Only the following types of UCSC employees and/or employees of UCSC contracted clinical providers may document entries in the Multidisciplinary Notes section of the Medical Record:
1. Clinical Care Partners
2. Licensed Vocational Nurses
3. Medical Assistants
4. Nurse Practitioners
6. Physician Assistants
7. Physicians including MD’s and DO’s
9. Registered Nurses
10. Mental Health Practitioners
11. Licensed Psychiatric Technicians
12. Others as designated by Medical Center Policies and /or Medical Staff Bylaws
Completion, Timeliness and Authentication of Medical Records
A. All Medical Records must be completed within one day of the encounter. Transcriptions should be edited and signed within one day of receipt.
B. All Medical Record entries are to be dated, the time entered, and signed.
C. Certain electronic methods of authenticating the Medical Record, including methods such as passwords, access codes, or key cards may be allowed provided certain requirements are met. The methodology for authenticating the document electronically must comply with UCSC electronic signature standards.
VII. Routine Requests for Medical Records for Purposes of Treatment, Payment and Healthcare Operations
A. Access to Medical Records for Treatment Purposes.
B. Healthcare providers who are directly involved in the care of the patient may access the full Medical Record.
C. Payment Purposes.
D. Authorized and designated UCSC workforce members may access the patient’s medical record for purposes of obtaining payment for services, including the following uses:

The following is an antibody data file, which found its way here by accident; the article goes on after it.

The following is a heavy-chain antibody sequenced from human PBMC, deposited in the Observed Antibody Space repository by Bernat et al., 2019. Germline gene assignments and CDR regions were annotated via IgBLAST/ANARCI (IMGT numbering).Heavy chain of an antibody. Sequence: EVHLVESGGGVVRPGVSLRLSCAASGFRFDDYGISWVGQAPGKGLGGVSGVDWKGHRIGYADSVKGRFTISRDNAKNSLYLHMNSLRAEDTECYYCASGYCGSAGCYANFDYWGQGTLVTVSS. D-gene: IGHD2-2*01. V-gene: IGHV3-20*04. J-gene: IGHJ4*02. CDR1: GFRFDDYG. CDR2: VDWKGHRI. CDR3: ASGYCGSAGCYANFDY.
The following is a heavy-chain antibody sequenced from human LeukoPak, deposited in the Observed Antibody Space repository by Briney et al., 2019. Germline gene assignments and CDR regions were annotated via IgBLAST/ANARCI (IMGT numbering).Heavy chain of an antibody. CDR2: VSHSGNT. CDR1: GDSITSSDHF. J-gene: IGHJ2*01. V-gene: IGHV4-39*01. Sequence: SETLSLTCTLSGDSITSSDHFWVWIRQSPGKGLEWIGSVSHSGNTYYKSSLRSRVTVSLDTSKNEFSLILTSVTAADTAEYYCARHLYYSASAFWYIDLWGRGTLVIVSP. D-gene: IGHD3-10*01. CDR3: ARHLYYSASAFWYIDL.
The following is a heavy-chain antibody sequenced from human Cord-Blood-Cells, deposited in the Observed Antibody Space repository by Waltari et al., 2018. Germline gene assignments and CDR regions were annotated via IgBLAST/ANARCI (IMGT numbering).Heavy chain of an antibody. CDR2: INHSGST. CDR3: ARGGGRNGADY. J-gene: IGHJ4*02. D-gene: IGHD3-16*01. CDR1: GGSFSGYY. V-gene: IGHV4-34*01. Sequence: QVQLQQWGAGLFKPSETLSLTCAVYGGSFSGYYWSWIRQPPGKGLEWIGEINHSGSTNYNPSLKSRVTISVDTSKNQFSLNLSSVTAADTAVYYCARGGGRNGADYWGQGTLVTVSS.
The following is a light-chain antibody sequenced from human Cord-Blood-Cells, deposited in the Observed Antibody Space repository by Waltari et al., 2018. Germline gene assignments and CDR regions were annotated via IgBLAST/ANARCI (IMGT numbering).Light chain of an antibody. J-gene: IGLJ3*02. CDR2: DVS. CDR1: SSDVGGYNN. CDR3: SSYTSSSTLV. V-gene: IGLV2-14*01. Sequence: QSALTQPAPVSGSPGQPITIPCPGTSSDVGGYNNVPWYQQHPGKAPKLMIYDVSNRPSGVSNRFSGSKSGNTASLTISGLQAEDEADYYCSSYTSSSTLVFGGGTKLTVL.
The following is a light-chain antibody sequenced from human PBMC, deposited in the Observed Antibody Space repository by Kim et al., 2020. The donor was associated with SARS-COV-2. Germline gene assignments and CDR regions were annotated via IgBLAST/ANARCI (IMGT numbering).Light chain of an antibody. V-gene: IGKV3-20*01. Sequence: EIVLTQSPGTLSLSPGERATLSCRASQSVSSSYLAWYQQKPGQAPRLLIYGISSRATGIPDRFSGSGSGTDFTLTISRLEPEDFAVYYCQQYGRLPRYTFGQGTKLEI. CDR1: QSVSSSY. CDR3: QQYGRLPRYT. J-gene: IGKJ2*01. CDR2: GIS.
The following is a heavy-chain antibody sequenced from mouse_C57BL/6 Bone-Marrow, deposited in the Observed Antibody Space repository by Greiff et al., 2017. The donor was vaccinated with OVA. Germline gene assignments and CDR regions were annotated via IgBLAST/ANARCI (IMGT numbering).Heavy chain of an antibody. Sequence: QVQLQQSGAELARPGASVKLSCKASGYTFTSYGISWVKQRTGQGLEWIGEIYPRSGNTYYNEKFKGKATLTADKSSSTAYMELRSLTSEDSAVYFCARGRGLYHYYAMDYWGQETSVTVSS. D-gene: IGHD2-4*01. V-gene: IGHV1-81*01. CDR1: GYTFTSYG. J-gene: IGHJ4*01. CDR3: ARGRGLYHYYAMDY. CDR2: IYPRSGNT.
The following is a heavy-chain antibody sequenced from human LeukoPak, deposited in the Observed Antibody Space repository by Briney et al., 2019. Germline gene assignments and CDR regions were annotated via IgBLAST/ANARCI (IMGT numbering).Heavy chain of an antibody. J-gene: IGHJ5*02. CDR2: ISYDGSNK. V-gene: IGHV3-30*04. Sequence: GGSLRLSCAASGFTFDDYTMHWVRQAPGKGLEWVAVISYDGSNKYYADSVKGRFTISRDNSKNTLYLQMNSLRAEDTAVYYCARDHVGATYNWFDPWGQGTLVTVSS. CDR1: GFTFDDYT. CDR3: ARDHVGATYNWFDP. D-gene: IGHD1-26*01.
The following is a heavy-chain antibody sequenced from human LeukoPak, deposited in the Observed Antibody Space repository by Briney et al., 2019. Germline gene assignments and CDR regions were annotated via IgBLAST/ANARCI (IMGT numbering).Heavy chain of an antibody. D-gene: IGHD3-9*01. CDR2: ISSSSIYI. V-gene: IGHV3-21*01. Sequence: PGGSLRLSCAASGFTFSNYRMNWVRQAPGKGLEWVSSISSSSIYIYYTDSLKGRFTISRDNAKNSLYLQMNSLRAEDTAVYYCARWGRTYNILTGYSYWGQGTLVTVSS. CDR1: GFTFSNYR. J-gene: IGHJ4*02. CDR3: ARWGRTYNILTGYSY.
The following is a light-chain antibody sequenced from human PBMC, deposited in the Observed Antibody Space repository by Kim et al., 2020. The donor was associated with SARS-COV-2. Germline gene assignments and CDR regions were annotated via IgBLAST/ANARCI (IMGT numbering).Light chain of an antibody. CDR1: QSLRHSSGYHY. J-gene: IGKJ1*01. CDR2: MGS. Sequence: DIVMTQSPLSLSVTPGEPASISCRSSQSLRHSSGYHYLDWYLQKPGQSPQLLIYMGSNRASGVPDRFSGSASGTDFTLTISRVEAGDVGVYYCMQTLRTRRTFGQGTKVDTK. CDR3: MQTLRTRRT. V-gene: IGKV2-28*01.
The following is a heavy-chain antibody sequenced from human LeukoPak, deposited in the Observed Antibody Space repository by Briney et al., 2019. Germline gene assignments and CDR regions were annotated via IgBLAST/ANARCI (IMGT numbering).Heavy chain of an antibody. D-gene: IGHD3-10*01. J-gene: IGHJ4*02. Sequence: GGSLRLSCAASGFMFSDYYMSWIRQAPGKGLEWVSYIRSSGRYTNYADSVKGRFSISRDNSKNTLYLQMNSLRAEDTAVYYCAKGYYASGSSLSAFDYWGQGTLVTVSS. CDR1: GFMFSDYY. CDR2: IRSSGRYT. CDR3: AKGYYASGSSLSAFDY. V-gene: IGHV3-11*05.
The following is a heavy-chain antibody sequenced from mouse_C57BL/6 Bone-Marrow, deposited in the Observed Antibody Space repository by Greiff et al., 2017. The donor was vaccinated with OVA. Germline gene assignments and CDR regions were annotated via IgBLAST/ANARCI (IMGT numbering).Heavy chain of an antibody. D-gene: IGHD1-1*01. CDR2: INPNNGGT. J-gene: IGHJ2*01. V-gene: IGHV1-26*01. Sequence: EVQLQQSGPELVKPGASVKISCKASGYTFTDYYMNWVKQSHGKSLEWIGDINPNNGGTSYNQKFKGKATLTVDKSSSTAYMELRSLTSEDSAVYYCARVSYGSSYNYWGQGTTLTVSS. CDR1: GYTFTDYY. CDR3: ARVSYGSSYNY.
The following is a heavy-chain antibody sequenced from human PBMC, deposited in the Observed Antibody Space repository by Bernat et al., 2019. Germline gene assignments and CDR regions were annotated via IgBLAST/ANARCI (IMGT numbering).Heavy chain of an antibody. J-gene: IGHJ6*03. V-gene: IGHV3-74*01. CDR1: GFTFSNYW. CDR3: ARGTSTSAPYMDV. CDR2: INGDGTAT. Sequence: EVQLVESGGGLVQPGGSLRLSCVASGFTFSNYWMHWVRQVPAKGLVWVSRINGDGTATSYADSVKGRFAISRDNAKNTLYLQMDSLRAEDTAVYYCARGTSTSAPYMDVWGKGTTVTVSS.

1. Coding and abstracting;
2. Billing including claims preparation, claims adjudication and substantiation of services;
3. Utilization Review.
E. Healthcare Operations. Patient medical records may be accessed for routine healthcare operation purposes, including, but not limited to:
1. Peer Review Committee activities;
2. Quality Management reviews including outcome and safety reviews;
3. Documentation reviews
F. Requests for Electronic Components of the Medical Record.
Personnel who access the electronic Medical Record are required to have a unique User ID and password, and access to information is limited according to the minimum necessary rule and managed by role, as approved by designated management personnel.
VIII. Ownership, Responsibility and Security of Medical Records